Abandon Lowest Floor

    This measure involves abandoning the lowest floor of a two or more story slab-on-grade residential building. The lowest floor walls must be retrofitted with flood openings that allow automatic entry and exit of floodwaters. Additionally, any utility systems and associated equipment on the lowest floor must be elevated to protect utilities from damage or loss of function from flooding.

    Elevate Lowest Interior Floor

    This measure involves elevating the lowest interior floor within a residential building with high ceilings. The space below the lowest elevated interior floor walls must be either filled to create a stem wall or retrofitted with flood openings that allow automatic entry and/or exit of floodwaters. Additionally, any utility systems and associated equipment located below the lowest interior floor must be elevated to protect utilities from damage or loss of function from flooding.

    Flood Openings

    This measure involves installing openings in foundation and enclosure walls located below the BFE that allow automatic entry and exit of floodwaters to prevent collapse from the pressures of standing water.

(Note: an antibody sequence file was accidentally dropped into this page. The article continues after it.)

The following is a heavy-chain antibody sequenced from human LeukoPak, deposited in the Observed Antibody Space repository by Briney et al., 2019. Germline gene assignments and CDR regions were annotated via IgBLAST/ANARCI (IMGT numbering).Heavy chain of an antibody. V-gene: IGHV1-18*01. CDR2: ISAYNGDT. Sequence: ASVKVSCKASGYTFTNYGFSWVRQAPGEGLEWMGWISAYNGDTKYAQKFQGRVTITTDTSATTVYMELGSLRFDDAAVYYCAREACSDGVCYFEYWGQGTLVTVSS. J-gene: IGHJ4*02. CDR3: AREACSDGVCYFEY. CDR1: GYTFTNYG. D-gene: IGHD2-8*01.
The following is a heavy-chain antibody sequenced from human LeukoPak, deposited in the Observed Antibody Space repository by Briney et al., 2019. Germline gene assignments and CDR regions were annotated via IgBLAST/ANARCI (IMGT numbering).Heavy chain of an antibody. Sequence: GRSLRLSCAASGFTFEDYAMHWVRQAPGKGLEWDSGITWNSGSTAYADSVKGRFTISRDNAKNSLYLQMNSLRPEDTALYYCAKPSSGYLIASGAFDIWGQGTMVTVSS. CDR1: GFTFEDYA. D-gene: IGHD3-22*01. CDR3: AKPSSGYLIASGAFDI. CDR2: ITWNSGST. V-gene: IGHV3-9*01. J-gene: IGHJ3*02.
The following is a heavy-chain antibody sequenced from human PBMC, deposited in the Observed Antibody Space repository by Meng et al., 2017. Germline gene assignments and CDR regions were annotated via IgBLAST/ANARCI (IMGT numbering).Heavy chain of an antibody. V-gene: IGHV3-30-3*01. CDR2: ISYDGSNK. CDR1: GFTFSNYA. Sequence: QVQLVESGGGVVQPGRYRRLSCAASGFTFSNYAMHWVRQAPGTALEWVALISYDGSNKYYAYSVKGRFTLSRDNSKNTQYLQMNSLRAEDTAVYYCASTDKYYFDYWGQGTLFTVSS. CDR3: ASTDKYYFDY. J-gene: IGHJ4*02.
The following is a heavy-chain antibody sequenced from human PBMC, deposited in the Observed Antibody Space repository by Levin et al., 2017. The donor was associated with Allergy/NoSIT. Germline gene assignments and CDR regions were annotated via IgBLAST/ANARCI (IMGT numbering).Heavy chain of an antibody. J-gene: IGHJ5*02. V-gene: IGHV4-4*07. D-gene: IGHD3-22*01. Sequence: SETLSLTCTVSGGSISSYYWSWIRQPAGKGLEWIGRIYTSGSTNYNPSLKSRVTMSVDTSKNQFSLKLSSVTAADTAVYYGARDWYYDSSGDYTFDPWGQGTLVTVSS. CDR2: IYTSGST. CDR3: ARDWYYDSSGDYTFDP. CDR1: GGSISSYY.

Elevate Building Utilities

    This measure involves elevating all building utility systems and associated equipment (e.g., furnaces, septic tanks, and electric and gas meters) to protect utilities from damage or loss of function from flooding. Homeowners may elevate building utility systems using a variety of techniques, including using elevated pedestals or platforms for outdoor equipment, moving equipment to higher floors or attic spaces, and building an elevated utility room.

    Floodproof Building Utilities

    This measure involves floodproofing all building utility systems and associated equipment to protect it from damage or loss of function from flooding. Homeowners may floodproof building utility systems using a variety of techniques, including placing outdoor equipment behind floodwalls or placing indoor equipment behind a wall or watertight, passive utility enclosure. 

    Flood Damage-Resistant Materials

    This measure involves the use of flood damage-resistant materials such as non-paper-faced gypsum board and terrazzo tile flooring for building materials and furnishings located below the BFE to reduce structural and nonstructural damage and post-flood event cleanup.

    Passive Dry Floodproofing System